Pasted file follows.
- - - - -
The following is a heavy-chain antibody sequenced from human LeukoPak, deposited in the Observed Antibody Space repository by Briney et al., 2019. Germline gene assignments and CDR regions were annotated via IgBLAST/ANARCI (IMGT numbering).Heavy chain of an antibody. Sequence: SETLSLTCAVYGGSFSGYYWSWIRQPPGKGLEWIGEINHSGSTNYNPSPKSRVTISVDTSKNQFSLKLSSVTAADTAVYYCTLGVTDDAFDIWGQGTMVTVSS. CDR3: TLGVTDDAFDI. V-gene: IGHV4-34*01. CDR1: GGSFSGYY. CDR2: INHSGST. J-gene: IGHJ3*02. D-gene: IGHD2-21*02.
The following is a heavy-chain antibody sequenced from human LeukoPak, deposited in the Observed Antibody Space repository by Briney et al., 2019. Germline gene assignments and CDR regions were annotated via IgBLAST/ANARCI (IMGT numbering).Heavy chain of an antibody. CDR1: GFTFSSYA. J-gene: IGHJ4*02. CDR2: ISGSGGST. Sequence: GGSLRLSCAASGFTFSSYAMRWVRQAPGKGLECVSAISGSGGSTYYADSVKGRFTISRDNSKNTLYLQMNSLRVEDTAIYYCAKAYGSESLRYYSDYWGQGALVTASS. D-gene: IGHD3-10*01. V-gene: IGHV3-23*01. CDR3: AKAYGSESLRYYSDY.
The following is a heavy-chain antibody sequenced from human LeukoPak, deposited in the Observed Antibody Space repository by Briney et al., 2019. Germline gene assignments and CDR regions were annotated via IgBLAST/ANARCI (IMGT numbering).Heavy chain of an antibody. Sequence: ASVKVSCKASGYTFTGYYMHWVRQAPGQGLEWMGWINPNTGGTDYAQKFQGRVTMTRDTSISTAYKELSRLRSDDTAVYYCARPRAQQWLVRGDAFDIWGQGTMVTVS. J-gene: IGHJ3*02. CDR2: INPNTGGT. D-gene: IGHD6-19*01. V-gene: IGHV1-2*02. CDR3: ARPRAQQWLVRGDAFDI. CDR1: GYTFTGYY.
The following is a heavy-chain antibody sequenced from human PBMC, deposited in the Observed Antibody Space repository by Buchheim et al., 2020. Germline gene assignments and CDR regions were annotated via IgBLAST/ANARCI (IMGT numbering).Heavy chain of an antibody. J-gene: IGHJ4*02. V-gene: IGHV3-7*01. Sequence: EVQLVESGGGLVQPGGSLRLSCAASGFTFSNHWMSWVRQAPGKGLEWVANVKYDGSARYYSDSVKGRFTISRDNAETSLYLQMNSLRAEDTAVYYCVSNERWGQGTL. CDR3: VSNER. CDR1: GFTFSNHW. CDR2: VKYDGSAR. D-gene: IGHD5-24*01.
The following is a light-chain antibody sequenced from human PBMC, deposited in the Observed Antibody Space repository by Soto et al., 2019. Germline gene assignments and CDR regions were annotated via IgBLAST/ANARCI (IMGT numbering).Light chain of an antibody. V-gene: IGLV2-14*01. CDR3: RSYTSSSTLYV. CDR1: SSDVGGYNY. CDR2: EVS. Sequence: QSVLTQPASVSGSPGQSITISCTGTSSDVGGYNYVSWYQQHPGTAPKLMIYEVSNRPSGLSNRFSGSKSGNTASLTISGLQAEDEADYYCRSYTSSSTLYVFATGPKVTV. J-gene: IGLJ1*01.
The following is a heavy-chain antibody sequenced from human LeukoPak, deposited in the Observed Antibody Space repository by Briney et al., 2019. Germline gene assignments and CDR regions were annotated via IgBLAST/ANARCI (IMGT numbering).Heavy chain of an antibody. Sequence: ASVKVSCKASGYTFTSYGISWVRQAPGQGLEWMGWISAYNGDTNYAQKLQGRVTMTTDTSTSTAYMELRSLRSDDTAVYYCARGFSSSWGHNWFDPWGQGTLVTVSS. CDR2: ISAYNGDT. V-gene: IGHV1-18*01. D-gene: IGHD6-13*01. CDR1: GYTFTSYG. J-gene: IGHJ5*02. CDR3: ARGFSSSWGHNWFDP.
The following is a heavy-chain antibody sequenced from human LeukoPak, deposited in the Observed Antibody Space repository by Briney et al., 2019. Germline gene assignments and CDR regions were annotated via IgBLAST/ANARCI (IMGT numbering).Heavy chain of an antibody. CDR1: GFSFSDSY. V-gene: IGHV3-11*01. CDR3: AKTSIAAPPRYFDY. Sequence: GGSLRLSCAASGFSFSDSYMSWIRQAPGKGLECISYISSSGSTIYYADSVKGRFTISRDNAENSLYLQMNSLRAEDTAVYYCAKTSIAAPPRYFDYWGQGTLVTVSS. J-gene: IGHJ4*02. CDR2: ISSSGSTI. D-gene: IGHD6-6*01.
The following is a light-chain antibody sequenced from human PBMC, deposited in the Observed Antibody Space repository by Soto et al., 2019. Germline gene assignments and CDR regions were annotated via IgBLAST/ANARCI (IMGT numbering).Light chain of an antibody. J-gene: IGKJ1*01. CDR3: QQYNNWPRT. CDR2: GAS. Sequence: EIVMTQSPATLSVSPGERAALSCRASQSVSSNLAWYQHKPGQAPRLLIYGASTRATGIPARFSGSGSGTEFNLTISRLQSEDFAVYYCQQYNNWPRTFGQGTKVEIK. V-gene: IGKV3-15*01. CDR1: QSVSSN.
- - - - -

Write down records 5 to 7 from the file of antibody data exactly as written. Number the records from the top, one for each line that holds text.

The following is a light-chain antibody sequenced from human PBMC, deposited in the Observed Antibody Space repository by Soto et al., 2019. Germline gene assignments and CDR regions were annotated via IgBLAST/ANARCI (IMGT numbering).Light chain of an antibody. V-gene: IGLV2-14*01. CDR3: RSYTSSSTLYV. CDR1: SSDVGGYNY. CDR2: EVS. Sequence: QSVLTQPASVSGSPGQSITISCTGTSSDVGGYNYVSWYQQHPGTAPKLMIYEVSNRPSGLSNRFSGSKSGNTASLTISGLQAEDEADYYCRSYTSSSTLYVFATGPKVTV. J-gene: IGLJ1*01.
The following is a heavy-chain antibody sequenced from human LeukoPak, deposited in the Observed Antibody Space repository by Briney et al., 2019. Germline gene assignments and CDR regions were annotated via IgBLAST/ANARCI (IMGT numbering).Heavy chain of an antibody. Sequence: ASVKVSCKASGYTFTSYGISWVRQAPGQGLEWMGWISAYNGDTNYAQKLQGRVTMTTDTSTSTAYMELRSLRSDDTAVYYCARGFSSSWGHNWFDPWGQGTLVTVSS. CDR2: ISAYNGDT. V-gene: IGHV1-18*01. D-gene: IGHD6-13*01. CDR1: GYTFTSYG. J-gene: IGHJ5*02. CDR3: ARGFSSSWGHNWFDP.
The following is a heavy-chain antibody sequenced from human LeukoPak, deposited in the Observed Antibody Space repository by Briney et al., 2019. Germline gene assignments and CDR regions were annotated via IgBLAST/ANARCI (IMGT numbering).Heavy chain of an antibody. CDR1: GFSFSDSY. V-gene: IGHV3-11*01. CDR3: AKTSIAAPPRYFDY. Sequence: GGSLRLSCAASGFSFSDSYMSWIRQAPGKGLECISYISSSGSTIYYADSVKGRFTISRDNAENSLYLQMNSLRAEDTAVYYCAKTSIAAPPRYFDYWGQGTLVTVSS. J-gene: IGHJ4*02. CDR2: ISSSGSTI. D-gene: IGHD6-6*01.